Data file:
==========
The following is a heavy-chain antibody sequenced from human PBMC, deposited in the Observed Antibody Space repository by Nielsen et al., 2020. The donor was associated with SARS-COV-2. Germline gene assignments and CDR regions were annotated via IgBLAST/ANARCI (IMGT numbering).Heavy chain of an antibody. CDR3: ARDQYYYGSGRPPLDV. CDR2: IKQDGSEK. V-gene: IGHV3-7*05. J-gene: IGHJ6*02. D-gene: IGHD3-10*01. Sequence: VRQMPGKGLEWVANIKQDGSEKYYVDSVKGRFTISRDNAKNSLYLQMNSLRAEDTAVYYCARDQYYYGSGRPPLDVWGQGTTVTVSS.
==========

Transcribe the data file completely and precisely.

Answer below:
The following is a heavy-chain antibody sequenced from human PBMC, deposited in the Observed Antibody Space repository by Nielsen et al., 2020. The donor was associated with SARS-COV-2. Germline gene assignments and CDR regions were annotated via IgBLAST/ANARCI (IMGT numbering).Heavy chain of an antibody. CDR3: ARDQYYYGSGRPPLDV. CDR2: IKQDGSEK. V-gene: IGHV3-7*05. J-gene: IGHJ6*02. D-gene: IGHD3-10*01. Sequence: VRQMPGKGLEWVANIKQDGSEKYYVDSVKGRFTISRDNAKNSLYLQMNSLRAEDTAVYYCARDQYYYGSGRPPLDVWGQGTTVTVSS.